Our first major deadline passed this week in the Legislature. All bills had to pass in committees in their legislative chamber of origin by Feb. 27 in order to advance.
Deadline weeks are brutal. We heard hundreds of bills in committee this week. I’m thankful that all of my bills passed committee, especially my bill that would end surprise medical billing. This procedure happens when an insured goes in for what they believe is a covered medical procedure only to be surprised by a medical bill from an out-of-network health care provider. My bill would require the insurance companies and the medical providers to come up with a payment solution and leave the patient out of the middle. Having this bill advance out of committee means I can bring the final product to the floor to be voted on by the entire membership of the House.
In total, the House passed 469 House Bills, one House Joint Resolution and one Senate Bill in committees. We’ve passed 26 House Bills or House Joint Resolutions and two House Concurrent Resolutions on the House floor so far and concurred on Senate amendments on one bill carried forward from last year. This is out of 1,381 house bills filed for this session.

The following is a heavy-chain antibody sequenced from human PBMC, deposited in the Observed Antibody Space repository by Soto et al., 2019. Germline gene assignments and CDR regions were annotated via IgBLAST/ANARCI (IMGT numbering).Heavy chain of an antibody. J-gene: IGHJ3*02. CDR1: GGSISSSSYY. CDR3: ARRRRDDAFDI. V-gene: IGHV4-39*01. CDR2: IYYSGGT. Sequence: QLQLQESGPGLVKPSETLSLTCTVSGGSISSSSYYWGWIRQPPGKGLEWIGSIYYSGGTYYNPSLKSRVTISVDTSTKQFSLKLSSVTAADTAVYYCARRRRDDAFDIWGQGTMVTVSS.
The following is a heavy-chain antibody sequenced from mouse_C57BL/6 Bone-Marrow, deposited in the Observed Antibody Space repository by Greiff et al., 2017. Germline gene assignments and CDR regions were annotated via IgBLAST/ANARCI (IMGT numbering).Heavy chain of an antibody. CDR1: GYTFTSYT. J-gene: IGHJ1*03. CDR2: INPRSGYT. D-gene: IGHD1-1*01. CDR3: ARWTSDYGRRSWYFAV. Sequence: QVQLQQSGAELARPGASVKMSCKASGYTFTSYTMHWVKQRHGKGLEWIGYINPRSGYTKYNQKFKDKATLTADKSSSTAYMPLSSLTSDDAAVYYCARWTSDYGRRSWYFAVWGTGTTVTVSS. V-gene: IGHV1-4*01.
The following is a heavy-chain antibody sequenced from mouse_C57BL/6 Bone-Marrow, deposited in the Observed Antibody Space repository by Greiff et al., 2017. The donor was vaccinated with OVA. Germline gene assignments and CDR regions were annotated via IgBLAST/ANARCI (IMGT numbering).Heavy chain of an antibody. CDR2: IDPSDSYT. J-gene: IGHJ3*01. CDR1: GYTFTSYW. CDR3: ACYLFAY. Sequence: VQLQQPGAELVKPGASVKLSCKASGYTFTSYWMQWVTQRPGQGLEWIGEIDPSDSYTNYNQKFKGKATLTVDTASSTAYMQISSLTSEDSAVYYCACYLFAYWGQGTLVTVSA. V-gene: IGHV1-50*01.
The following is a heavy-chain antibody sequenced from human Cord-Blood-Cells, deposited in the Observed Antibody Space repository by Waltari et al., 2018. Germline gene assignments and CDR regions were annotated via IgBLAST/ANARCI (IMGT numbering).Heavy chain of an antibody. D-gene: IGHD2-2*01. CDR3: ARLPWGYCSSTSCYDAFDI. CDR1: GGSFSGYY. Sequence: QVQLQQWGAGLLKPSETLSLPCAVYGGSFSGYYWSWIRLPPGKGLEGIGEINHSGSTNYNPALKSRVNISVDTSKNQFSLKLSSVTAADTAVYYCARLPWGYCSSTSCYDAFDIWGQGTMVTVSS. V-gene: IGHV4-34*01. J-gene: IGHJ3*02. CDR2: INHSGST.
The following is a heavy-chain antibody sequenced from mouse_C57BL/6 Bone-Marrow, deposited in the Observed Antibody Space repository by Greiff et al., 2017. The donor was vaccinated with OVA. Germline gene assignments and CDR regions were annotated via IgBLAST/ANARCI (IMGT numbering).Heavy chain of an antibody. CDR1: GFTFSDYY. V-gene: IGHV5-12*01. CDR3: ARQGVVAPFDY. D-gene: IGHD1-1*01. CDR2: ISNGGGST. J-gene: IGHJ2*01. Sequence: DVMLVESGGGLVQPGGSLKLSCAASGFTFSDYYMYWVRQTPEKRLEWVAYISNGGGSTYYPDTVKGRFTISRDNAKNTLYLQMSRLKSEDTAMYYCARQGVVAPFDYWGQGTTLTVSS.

Because this is the second session of the 57th Legislature, we were able to carry forward bills that didn’t advance all the way through the legislative process last year. We had 859 House bills or resolutions carried forward, some of which may still be considered.
The next two weeks will be very busy as we now have until March 12 to hear all House bills in the House. Then we will receive Senate bills while they consider bills from our chamber.
On Thursday, this week, I was the presiding officer over the House. This is always an exciting job as it gives me experience at running the speaker’s chair. The House chamber has a set of rules I must not only know but also enforce. The most common action I take is calling the House into order. I can’t tell you how many times I am prompted to call the House to order and ask members to quiet down and focus them on the business being presented. Many members like to use their time on the floor to catch up with other members to discuss various pieces of legislation and I do not blame them for this. With 101 members, this makes for a good deal of noise in the chamber and that noise level must be controlled out of respect to those presenting bills, those questioning bills and those in the gallery and on the floor listening to the bills.
Also this week, I was asked to present a speaker’s bill on the floor that will give doctors who agree to practice medicine in rural and underserved areas a tax credit of up to $25,000 per year. This is an attempt to help us attract more physicians to our rural areas where they are much needed.
We also continue to work with the governor’s office on his Medicaid expansion plan. I’m hoping something will be forthcoming on that front in the near future. Oklahomans want to know the details.
In the meantime, if I can be of any assistance, please feel free to contact me at email@example.com or (405) 557-7327.